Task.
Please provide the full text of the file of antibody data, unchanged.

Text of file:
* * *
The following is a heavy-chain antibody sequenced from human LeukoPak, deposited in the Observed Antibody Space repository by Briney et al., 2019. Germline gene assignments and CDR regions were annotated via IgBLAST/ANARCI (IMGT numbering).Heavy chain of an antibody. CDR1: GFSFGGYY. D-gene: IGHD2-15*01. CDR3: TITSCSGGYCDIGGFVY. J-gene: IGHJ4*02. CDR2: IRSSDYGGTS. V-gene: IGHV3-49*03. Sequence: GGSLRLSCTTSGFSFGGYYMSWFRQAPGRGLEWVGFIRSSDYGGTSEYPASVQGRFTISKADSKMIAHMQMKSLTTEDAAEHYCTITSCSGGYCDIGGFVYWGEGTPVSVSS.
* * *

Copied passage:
The following is a heavy-chain antibody sequenced from human LeukoPak, deposited in the Observed Antibody Space repository by Briney et al., 2019. Germline gene assignments and CDR regions were annotated via IgBLAST/ANARCI (IMGT numbering).Heavy chain of an antibody. CDR1: GFSFGGYY. D-gene: IGHD2-15*01. CDR3: TITSCSGGYCDIGGFVY. J-gene: IGHJ4*02. CDR2: IRSSDYGGTS. V-gene: IGHV3-49*03. Sequence: GGSLRLSCTTSGFSFGGYYMSWFRQAPGRGLEWVGFIRSSDYGGTSEYPASVQGRFTISKADSKMIAHMQMKSLTTEDAAEHYCTITSCSGGYCDIGGFVYWGEGTPVSVSS.